‘Chasing Einstein’: Into the Unknown

Doc shares the thrill of pursuing larger questions

6 mins read

Chasing Einstein
(USA, 80 min.)
Dir. Steve Brown, Timothy Wheeler

Albert Einstein’s equation of E = MC2 might be the most famous scientific theory of our time, but does it add up? Chasing Einstein, by Steve Brown and Timothy Wheeler, follows a field of dedicated researchers eager to add to Einstein’s theory of relativity. Voices ranging from New York Times columnists to haughty vloggers have questioned Einstein’s theory. They suggest that Einstein’s theory in which energy and mass are equal generally holds up, but they also argue that there must be more to the equation. Chasing Einstein follows this line of inquiry. For the chorus of physicists who’ve been inspired by Einstein, the opportunity to add to his equation is a Holy Grail worth pursuing.

One key variable that the brainy and inquisitive Chasing Einstein considers is dark matter. The invisible element that supposedly comprises most of the universe is the riddle the scientists aim to solve. The film admittedly doesn’t leave a viewer with much sense of what dark matter actually is. It’s a scientific x-factor by this writer’s estimation. Finding dark matter might therefore be as impossible as stumbling upon Orson Welles’s original cut of The Magnificent Ambersons. These researchers nevertheless persist since the thrill of the hunt merits its potential contribution to knowledge, culture, and science. This film is all about those who have the passion to risk it all.

Brown and Wheeler, who previously collaborated on the peculiar environmental film Poached, find a cast of characters who invite audiences along for the hunt. The film includes esteemed men and women from around the world, including some Nobel laureates, who use particle accelerators, massive telescopes, underground labs, and ludicrously complex formulae to solve the riddle of Einstein’s missing link. The cast includes Dutch twin brothers Erik Verlinde and Herman Verlinde, a brainy duo of physicists who ignite sparks of genius while sharing the screen. Margot Brouwer, on the other hand, represents a new generation of physicists as she tests Verlinde’s theory and rises through the ranks. Nobel Prize winners Barry Barish and Rainer Weiss show off their snazzy LIGO gravitational wave detector that makes significant advances while exploring Einstein’s theory. James Beacham studies particles at the CERN accelerator lab and infuses the film with engaging TED Talk-y ponderings.

Perhaps the most engaging character, though, is Italian physicist Elena Aprile. She undertakes a hugely ambitious endeavour in the underground labs of XENON in Gran Sasso, Italy and works with a team of 135 researchers. Besides being the liveliest and most personable character in Chasing Einstein, Aprile has a real gift for gab. (Although Beacham gives her a run for the money.) Some of the other subjects struggle to convey their research in terms comprehensible for the average viewer, but Aprile expresses her studieswith accessible language that doesn’t simply the science or the implications of her research into dark matter. Moreover, Brown and Wheeler arguably find the strongest character arc over the course of Aprile’s studies. Without giving anything away, her story exemplifies the personal costs and rewards of diving into unknown territory.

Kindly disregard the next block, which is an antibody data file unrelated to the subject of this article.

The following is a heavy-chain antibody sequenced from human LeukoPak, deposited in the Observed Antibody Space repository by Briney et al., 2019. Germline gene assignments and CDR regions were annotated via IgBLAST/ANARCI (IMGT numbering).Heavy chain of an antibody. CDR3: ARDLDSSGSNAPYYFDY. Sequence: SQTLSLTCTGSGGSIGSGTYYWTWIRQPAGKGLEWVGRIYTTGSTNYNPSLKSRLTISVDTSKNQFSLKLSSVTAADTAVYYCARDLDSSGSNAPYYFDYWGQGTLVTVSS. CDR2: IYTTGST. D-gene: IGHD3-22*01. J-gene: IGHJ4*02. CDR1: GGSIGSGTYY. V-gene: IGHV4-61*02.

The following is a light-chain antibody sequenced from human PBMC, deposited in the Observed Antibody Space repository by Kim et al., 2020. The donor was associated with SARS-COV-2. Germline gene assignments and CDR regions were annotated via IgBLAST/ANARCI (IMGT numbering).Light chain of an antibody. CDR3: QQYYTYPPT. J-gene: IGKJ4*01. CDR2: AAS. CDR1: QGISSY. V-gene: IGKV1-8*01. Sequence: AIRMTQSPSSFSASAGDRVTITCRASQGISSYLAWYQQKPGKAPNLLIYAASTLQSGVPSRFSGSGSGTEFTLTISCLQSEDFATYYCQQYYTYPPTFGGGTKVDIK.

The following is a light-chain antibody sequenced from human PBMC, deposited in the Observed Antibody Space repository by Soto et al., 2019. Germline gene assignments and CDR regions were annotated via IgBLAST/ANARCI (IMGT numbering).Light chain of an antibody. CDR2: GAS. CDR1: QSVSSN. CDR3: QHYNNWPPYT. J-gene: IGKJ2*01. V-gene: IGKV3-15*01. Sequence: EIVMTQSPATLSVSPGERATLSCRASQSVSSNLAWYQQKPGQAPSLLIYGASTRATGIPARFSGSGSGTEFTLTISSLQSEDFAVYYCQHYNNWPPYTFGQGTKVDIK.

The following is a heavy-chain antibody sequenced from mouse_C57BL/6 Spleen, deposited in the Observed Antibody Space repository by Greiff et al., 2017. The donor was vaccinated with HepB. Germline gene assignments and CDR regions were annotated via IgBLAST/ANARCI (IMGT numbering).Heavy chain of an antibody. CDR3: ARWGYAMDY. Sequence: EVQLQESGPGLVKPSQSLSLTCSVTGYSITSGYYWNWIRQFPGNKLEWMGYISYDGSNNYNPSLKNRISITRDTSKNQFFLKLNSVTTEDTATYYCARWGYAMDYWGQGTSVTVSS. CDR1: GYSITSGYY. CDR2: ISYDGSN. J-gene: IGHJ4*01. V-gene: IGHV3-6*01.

The film ultimately celebrates the collective pursuit of science and the thrill of going into the unknown. Beacham summarizes the field best in the doc’s conclusion as he articulates how an unsuccessful experiment is not a failure because it still contributes to the larger field of knowledge. His argument summarizes the film’s surprising second act in which Brown and Wheeler follow the scientists outside their labs and into the world. Many of them join for a nature retreat to see the solar eclipse of August 2017 in the American Heartland. The scientists aren’t especially outdoorsy, but they get an obvious thrill from the wild open space that’s at the heart of their study. It’s also fun to observe the researchers geek out over the eclipse and their synapses spark while considering its significance within their work.

While the average viewer probably won’t leave Chasing Einstein with a firm grasp of the science behind dark matter et al, they will relate to the subjects’ desire to confront life’s larger questions. The film admirably relates the characters’ scientific inquiries to concerns outside the lab. Beyond this sequence with the eclipse, the film sees two of the subjects encounter death and questions of the afterlife. Others weigh the pursuit of knowledge against the rewards of family and friendships. Brouwer, meanwhile, introduces her fiancé who is studying to be a minister. This seemingly odd couple embraces the compatibility of the great unknown. The questions at the heart of Chasing Einstein are rooted in science, but they’re also deeply philosophical. Chasing Einstein will inspire audiences to embrace the seemingly vast limitlessness of the universe.

Chasing Einstein screens at Hot Docs Ted Rogers Cinema on Jan. 8 and 9 as part of the Doc Soup series. Director Timothy Wheeler will be in attendance.

Pat Mullen is the publisher of POV Magazine. He holds a Master’s in Film Studies from Carleton University where his research focused on adaptation and Canadian cinema. Pat has also contributed to outlets including The Canadian Encyclopedia, Paste, That Shelf, Sharp, Xtra, and Complex. He is the vice president of the Toronto Film Critics Association and an international voter for the Golden Globe Awards.

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